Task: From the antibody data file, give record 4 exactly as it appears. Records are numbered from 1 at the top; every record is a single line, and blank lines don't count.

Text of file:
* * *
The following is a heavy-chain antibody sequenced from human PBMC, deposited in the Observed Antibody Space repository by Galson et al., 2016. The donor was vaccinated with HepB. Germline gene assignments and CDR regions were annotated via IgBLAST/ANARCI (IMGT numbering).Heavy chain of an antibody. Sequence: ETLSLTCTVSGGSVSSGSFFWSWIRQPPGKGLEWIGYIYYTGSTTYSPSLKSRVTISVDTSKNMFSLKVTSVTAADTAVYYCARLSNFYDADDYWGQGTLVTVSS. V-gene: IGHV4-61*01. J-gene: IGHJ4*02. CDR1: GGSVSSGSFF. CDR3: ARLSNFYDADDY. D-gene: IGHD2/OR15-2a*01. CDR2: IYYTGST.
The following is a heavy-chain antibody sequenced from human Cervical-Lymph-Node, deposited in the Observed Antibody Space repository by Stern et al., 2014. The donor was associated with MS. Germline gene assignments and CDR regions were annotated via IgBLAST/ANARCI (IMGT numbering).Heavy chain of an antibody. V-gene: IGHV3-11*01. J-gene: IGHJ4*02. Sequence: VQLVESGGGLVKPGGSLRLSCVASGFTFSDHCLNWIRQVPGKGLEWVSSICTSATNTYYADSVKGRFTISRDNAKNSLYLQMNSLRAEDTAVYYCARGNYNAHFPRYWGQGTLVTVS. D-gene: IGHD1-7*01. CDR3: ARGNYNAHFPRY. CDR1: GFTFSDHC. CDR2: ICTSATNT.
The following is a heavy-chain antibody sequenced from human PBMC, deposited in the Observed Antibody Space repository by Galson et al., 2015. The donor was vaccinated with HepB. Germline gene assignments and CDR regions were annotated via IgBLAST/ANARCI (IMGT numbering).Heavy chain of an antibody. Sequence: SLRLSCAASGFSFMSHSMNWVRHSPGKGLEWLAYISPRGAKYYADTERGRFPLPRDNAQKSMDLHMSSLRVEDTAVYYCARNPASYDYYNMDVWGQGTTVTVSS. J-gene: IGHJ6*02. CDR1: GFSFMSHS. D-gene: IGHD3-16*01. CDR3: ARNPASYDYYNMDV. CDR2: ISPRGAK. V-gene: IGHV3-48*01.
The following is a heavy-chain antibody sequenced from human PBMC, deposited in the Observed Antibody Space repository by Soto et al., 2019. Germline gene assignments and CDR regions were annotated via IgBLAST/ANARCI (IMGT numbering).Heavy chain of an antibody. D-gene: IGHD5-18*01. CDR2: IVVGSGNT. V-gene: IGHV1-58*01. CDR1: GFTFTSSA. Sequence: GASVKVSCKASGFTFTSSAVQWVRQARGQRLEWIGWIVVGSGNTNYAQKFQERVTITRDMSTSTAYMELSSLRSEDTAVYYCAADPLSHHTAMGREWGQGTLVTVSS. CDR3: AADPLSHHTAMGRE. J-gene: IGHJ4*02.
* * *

The following is a heavy-chain antibody sequenced from human PBMC, deposited in the Observed Antibody Space repository by Soto et al., 2019. Germline gene assignments and CDR regions were annotated via IgBLAST/ANARCI (IMGT numbering).Heavy chain of an antibody. D-gene: IGHD5-18*01. CDR2: IVVGSGNT. V-gene: IGHV1-58*01. CDR1: GFTFTSSA. Sequence: GASVKVSCKASGFTFTSSAVQWVRQARGQRLEWIGWIVVGSGNTNYAQKFQERVTITRDMSTSTAYMELSSLRSEDTAVYYCAADPLSHHTAMGREWGQGTLVTVSS. CDR3: AADPLSHHTAMGRE. J-gene: IGHJ4*02.